Recorded in the wake of the band’s freshmen effort Crossing the Invisible Line, Ashes is the inspirational adventure of songwriter Ramen Kia’s ever maturing accounts of his youth. Born during the turmoil of a disheveled Iran, Kia’s music is continual evidence of the power of expression. Along with members Simon Gibson and Toby Ever, Buddahead’s Ashes has something that most of us find relatable.
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Peter Salett is a very gifted musician. He has written, scored, and performed multiple songs for such films as Forgetting Sarah Marshall, The Ten, Down in the Valley, The Baxter, The Maldonado Miracle, Wet Hot American Summer, Keeping the Faith, and the soon to be released documentary 21 Below. Directors love him because his music compliments and enhances their visions. People like listening to him because his sound is so profound, intricate, and dreamy, a “play it again, Sam,” over and over only to find something you missed listening to it the fifth or sixth time around.
The Gabe Dixon Band has been around since 1999, in one form or another. Dixon (Piano, Vocals), Jano Rix (Drums), and Winston Harrison (Bass, Mandator?) got started as roommates at the University of Miami. Over time, Dixon, with his background as a classically trained pianist, built an impressive resume, playing with the likes of Alison Krauss, O.A.R., and, perhaps most impressively, Paul McCartney. After getting their start focusing on jazz and improvisation, in 2006, the trio shifted their sights to more structured song writing. The result of this change in approach is their self titled album, set to be released on August 26th.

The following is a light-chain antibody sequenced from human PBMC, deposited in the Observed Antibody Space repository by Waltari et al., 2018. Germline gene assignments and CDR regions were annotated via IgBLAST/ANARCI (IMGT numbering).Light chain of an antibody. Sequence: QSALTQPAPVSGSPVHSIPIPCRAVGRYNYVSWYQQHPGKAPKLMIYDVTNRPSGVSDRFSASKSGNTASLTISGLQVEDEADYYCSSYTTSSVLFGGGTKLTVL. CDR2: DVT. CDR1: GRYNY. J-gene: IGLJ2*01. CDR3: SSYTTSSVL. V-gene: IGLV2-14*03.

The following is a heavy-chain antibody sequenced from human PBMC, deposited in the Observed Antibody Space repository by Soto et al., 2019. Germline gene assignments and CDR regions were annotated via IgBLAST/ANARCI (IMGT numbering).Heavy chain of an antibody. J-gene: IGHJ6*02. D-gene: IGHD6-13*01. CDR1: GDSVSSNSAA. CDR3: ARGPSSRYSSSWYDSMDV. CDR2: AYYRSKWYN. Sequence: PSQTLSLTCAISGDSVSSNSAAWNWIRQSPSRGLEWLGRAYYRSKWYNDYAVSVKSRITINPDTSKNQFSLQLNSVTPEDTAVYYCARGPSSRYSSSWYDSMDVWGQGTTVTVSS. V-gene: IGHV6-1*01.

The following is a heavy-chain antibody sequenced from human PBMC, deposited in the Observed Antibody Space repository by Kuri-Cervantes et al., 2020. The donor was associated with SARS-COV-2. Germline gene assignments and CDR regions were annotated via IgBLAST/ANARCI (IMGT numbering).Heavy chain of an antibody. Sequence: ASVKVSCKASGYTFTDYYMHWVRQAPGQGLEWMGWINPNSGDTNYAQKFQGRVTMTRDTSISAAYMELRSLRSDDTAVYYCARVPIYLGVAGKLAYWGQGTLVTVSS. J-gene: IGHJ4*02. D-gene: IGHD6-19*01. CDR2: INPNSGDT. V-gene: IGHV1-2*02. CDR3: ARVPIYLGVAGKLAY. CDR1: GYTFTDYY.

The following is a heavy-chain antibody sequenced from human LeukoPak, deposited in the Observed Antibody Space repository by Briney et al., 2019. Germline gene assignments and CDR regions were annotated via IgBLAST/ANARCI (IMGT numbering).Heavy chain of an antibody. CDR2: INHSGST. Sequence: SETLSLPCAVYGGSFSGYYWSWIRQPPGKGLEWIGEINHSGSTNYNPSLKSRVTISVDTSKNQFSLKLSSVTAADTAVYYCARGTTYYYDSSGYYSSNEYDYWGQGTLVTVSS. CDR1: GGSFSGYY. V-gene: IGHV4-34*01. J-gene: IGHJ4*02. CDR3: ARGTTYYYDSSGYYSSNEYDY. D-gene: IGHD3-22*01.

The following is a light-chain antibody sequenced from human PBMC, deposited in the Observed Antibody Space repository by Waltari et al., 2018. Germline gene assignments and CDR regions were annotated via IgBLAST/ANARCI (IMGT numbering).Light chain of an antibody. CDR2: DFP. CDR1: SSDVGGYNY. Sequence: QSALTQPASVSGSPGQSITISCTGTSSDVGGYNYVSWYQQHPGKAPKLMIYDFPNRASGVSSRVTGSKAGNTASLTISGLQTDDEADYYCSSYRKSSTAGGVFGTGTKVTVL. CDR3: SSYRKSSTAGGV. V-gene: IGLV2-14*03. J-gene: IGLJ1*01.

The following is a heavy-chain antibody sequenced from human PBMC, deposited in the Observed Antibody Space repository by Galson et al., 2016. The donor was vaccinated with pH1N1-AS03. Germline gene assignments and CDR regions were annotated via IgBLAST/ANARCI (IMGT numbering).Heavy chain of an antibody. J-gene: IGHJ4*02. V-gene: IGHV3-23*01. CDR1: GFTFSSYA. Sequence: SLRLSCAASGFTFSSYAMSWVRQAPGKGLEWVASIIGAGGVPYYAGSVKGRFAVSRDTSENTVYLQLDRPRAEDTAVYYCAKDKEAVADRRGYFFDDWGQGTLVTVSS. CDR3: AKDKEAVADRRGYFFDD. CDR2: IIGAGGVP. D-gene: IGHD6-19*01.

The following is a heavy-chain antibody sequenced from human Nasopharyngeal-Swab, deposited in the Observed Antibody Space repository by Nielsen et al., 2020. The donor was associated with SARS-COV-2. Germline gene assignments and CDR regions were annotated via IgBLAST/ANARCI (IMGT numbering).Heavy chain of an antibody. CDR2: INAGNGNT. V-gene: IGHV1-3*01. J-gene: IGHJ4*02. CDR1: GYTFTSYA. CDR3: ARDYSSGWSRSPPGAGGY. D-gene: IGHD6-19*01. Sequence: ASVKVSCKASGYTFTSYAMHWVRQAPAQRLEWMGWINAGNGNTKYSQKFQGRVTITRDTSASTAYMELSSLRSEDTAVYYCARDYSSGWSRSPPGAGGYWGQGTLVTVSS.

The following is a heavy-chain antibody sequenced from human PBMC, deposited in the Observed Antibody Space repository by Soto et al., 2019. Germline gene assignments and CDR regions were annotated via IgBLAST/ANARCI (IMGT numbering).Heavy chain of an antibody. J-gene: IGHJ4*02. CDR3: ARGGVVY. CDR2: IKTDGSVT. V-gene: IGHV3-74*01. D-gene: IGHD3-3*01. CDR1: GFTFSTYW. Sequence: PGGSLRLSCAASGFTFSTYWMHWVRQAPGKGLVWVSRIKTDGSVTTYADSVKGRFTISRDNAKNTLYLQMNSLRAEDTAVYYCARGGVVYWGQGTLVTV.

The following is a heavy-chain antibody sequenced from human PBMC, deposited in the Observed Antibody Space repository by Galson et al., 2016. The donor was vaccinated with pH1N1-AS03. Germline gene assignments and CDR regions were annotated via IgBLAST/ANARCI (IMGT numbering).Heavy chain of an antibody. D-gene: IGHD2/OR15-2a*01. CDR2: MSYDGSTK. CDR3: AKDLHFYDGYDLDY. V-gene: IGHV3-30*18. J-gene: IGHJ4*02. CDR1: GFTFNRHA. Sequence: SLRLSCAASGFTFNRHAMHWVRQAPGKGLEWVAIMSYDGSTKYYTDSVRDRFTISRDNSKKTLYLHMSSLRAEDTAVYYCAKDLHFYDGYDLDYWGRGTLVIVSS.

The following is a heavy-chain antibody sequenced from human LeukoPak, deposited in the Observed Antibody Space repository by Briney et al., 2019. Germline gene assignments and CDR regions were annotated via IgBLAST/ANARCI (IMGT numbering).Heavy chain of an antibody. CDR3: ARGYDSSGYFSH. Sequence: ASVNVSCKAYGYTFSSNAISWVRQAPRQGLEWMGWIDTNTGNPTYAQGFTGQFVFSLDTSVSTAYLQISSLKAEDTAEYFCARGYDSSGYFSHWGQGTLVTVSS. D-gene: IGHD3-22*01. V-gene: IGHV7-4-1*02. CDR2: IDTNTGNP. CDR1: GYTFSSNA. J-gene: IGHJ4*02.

When last we left ¡Forward, Russia!’s debut Give Me A Wall, they were the latest indie craze. Their hi-hat-heavy crunchy rhythms a la Bloc Party churned out a pair of Top 40 singles and catapulted them into the limelight. Their quarky penchant for songs that were all named numbers provided an interesting gimmick to match their indie-pop sensibilities, but it would seemingly pose difficulties to continually reproduce effectively.
A City Dressed in Dynamite is the first release on Modern Savage Recordings from That Handsome Devil, a Boston-grown, now New York-based outfit that owes much of its notoriety to the appearance of “Elephant Bones,” from its eponymous 2006 EP, on the soundtrack of Guitar Hero II. (Fittingly, “Rob the Prez-O-Dent,” from this latest album, will be a playable track in Rock Band II. So THD continues to pioneer a marketing strategy that we should see plenty more of).
Read Static Multimedia That Handsome Devil A City Dressed in Dynamite CD Review
If one did not know better, one might not know they were listening to a game soundtrack nowadays unless they were told. Along come Tommy Tallarico and Jack Wall, who have been saying the same thing since 2002, but with much more success. Per the CD inlet, Video Games Live was begun “[in order] to demonstrate how artistic and culturally significant video games have become.”